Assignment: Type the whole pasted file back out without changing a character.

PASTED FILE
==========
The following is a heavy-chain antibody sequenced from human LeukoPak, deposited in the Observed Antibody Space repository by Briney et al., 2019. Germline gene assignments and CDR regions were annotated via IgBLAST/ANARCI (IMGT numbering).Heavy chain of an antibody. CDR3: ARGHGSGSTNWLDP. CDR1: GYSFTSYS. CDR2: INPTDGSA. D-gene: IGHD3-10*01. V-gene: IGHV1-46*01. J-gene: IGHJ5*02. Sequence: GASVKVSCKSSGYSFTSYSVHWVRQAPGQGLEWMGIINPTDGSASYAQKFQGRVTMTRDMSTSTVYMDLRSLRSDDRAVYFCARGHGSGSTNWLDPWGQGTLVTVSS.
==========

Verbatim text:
The following is a heavy-chain antibody sequenced from human LeukoPak, deposited in the Observed Antibody Space repository by Briney et al., 2019. Germline gene assignments and CDR regions were annotated via IgBLAST/ANARCI (IMGT numbering).Heavy chain of an antibody. CDR3: ARGHGSGSTNWLDP. CDR1: GYSFTSYS. CDR2: INPTDGSA. D-gene: IGHD3-10*01. V-gene: IGHV1-46*01. J-gene: IGHJ5*02. Sequence: GASVKVSCKSSGYSFTSYSVHWVRQAPGQGLEWMGIINPTDGSASYAQKFQGRVTMTRDMSTSTVYMDLRSLRSDDRAVYFCARGHGSGSTNWLDPWGQGTLVTVSS.